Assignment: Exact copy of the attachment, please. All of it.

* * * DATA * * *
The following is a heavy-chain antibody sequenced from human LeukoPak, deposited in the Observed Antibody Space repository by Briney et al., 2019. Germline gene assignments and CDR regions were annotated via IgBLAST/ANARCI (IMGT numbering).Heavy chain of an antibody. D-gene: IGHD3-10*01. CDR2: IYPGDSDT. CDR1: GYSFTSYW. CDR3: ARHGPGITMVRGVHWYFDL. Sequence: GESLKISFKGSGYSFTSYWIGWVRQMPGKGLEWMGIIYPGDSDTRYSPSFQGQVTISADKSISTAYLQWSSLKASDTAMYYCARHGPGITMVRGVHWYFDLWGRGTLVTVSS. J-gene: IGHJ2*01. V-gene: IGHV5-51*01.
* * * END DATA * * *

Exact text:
The following is a heavy-chain antibody sequenced from human LeukoPak, deposited in the Observed Antibody Space repository by Briney et al., 2019. Germline gene assignments and CDR regions were annotated via IgBLAST/ANARCI (IMGT numbering).Heavy chain of an antibody. D-gene: IGHD3-10*01. CDR2: IYPGDSDT. CDR1: GYSFTSYW. CDR3: ARHGPGITMVRGVHWYFDL. Sequence: GESLKISFKGSGYSFTSYWIGWVRQMPGKGLEWMGIIYPGDSDTRYSPSFQGQVTISADKSISTAYLQWSSLKASDTAMYYCARHGPGITMVRGVHWYFDLWGRGTLVTVSS. J-gene: IGHJ2*01. V-gene: IGHV5-51*01.